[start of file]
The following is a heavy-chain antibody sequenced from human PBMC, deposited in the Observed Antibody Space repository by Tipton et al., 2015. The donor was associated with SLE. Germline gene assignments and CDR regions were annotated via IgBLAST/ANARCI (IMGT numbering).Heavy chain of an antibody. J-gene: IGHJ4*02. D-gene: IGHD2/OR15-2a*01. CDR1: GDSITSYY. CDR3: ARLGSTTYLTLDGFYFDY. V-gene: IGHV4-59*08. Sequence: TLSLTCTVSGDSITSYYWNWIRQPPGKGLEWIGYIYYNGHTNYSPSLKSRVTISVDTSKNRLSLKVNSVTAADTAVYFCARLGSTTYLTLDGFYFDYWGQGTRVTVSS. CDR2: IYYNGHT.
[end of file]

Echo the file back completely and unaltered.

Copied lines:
The following is a heavy-chain antibody sequenced from human PBMC, deposited in the Observed Antibody Space repository by Tipton et al., 2015. The donor was associated with SLE. Germline gene assignments and CDR regions were annotated via IgBLAST/ANARCI (IMGT numbering).Heavy chain of an antibody. J-gene: IGHJ4*02. D-gene: IGHD2/OR15-2a*01. CDR1: GDSITSYY. CDR3: ARLGSTTYLTLDGFYFDY. V-gene: IGHV4-59*08. Sequence: TLSLTCTVSGDSITSYYWNWIRQPPGKGLEWIGYIYYNGHTNYSPSLKSRVTISVDTSKNRLSLKVNSVTAADTAVYFCARLGSTTYLTLDGFYFDYWGQGTRVTVSS. CDR2: IYYNGHT.